According to the National Cancer Institute, more than 43,000 people in the United States are diagnosed with pancreatic cancer each year. Most often, pancreatic cancer starts in the ducts that carry pancreatic enzymes, also referred to as exocrine pancreatic cancer.
Symptoms of pancreatic cancer may include:
- Abdominal pain or discomfort
- Weight loss
Risk factors for developing pancreatic cancer include:
- Genetics: family history of a first-degree relative with pancreatic cancer at a young age
- Chronic inflammation of the pancreas, also known as, chronic pancreatitis
When to See a Doctor
If you have any symptoms you are concerned about or if your symptoms persist, it’s time to see a doctor. Screening for pancreatic cancer is not routine and requires the expertise of a physician who has been trained to evaluate and diagnose conditions affecting the pancreas.
Treatment options for individuals with pancreatic cancer vary and may include the following:
- Radiation therapy
- Any combination of the above treatments
The foremost diagnostic "test" for any condition is a thorough exam and consultation with a physician, including a review of your individual and family history. In addition, your physician may recommend any of the following tests or procedures, which may provide further diagnostic value:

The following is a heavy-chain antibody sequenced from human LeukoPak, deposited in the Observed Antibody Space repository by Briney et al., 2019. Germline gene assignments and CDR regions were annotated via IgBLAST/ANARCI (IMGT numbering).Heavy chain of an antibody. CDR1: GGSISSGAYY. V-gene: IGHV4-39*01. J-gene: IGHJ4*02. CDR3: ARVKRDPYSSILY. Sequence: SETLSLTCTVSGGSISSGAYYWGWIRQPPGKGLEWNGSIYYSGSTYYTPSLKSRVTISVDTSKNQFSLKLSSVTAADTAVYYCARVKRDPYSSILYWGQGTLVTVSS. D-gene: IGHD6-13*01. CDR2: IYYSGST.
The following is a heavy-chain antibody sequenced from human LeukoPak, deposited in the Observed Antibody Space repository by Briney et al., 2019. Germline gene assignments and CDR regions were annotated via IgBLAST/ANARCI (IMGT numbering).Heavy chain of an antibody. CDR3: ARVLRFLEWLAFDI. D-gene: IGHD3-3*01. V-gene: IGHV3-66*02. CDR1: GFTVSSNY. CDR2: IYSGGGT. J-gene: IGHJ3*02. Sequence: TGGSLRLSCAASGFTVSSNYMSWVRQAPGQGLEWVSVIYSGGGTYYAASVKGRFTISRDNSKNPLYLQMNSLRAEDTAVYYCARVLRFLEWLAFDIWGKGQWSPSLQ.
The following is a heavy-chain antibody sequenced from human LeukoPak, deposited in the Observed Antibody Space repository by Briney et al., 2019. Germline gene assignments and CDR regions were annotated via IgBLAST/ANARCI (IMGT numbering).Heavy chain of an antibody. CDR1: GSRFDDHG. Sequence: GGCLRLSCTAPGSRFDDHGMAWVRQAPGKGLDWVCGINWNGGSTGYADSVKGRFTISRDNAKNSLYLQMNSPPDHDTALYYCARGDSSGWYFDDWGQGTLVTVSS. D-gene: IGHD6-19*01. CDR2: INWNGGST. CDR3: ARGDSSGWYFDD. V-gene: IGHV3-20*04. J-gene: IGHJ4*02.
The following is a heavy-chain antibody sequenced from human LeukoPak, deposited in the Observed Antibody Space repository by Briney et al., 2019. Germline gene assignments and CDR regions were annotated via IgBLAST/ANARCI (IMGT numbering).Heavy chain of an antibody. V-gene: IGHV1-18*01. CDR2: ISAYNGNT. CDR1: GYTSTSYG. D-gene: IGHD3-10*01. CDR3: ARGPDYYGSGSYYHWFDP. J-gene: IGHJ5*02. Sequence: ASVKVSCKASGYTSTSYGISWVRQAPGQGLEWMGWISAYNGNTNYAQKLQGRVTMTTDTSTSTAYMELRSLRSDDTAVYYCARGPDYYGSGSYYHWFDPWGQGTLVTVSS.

- Endoscopic ultrasound (EUS)
- Imaging tests (which may include one or more of the following: ultrasound, x-ray, CT scan, MRI scan)
- Endoscopic Retrograde Cholangiopancreatography (ERCP)
If you are in a genetic risk group or have a pancreatic cyst that requires regular monitoring, you may be able to prevent pancreatic cancer from developing with proper medical supervision and/or treatment.
Learn more about pancreatic cancer with resources from the National Cancer Institute